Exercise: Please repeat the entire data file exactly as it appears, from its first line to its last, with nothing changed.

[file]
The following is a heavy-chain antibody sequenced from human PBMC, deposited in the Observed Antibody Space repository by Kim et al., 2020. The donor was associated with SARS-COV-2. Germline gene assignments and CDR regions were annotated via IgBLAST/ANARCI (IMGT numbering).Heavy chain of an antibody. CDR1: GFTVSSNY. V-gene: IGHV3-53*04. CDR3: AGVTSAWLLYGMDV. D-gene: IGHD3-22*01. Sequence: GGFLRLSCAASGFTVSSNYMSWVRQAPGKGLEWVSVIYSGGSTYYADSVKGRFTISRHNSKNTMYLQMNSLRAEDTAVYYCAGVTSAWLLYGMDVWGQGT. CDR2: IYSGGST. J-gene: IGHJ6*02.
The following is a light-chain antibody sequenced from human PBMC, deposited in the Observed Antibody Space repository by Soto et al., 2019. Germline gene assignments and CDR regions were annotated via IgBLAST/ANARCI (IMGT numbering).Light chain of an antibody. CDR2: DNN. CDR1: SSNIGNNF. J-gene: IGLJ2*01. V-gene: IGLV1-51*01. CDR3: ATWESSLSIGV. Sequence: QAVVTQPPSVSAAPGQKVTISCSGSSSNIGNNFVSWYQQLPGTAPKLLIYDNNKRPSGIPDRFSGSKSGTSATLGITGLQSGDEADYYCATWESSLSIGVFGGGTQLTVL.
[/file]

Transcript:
The following is a heavy-chain antibody sequenced from human PBMC, deposited in the Observed Antibody Space repository by Kim et al., 2020. The donor was associated with SARS-COV-2. Germline gene assignments and CDR regions were annotated via IgBLAST/ANARCI (IMGT numbering).Heavy chain of an antibody. CDR1: GFTVSSNY. V-gene: IGHV3-53*04. CDR3: AGVTSAWLLYGMDV. D-gene: IGHD3-22*01. Sequence: GGFLRLSCAASGFTVSSNYMSWVRQAPGKGLEWVSVIYSGGSTYYADSVKGRFTISRHNSKNTMYLQMNSLRAEDTAVYYCAGVTSAWLLYGMDVWGQGT. CDR2: IYSGGST. J-gene: IGHJ6*02.
The following is a light-chain antibody sequenced from human PBMC, deposited in the Observed Antibody Space repository by Soto et al., 2019. Germline gene assignments and CDR regions were annotated via IgBLAST/ANARCI (IMGT numbering).Light chain of an antibody. CDR2: DNN. CDR1: SSNIGNNF. J-gene: IGLJ2*01. V-gene: IGLV1-51*01. CDR3: ATWESSLSIGV. Sequence: QAVVTQPPSVSAAPGQKVTISCSGSSSNIGNNFVSWYQQLPGTAPKLLIYDNNKRPSGIPDRFSGSKSGTSATLGITGLQSGDEADYYCATWESSLSIGVFGGGTQLTVL.